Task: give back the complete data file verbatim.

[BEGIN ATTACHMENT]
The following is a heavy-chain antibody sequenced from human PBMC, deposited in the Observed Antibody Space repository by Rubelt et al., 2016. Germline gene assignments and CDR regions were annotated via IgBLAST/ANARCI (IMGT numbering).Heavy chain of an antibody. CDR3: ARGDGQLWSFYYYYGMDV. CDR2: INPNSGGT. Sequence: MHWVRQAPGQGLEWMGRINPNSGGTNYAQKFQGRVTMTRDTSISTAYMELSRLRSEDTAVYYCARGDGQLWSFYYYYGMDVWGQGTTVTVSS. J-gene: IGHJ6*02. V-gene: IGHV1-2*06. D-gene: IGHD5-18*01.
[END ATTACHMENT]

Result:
The following is a heavy-chain antibody sequenced from human PBMC, deposited in the Observed Antibody Space repository by Rubelt et al., 2016. Germline gene assignments and CDR regions were annotated via IgBLAST/ANARCI (IMGT numbering).Heavy chain of an antibody. CDR3: ARGDGQLWSFYYYYGMDV. CDR2: INPNSGGT. Sequence: MHWVRQAPGQGLEWMGRINPNSGGTNYAQKFQGRVTMTRDTSISTAYMELSRLRSEDTAVYYCARGDGQLWSFYYYYGMDVWGQGTTVTVSS. J-gene: IGHJ6*02. V-gene: IGHV1-2*06. D-gene: IGHD5-18*01.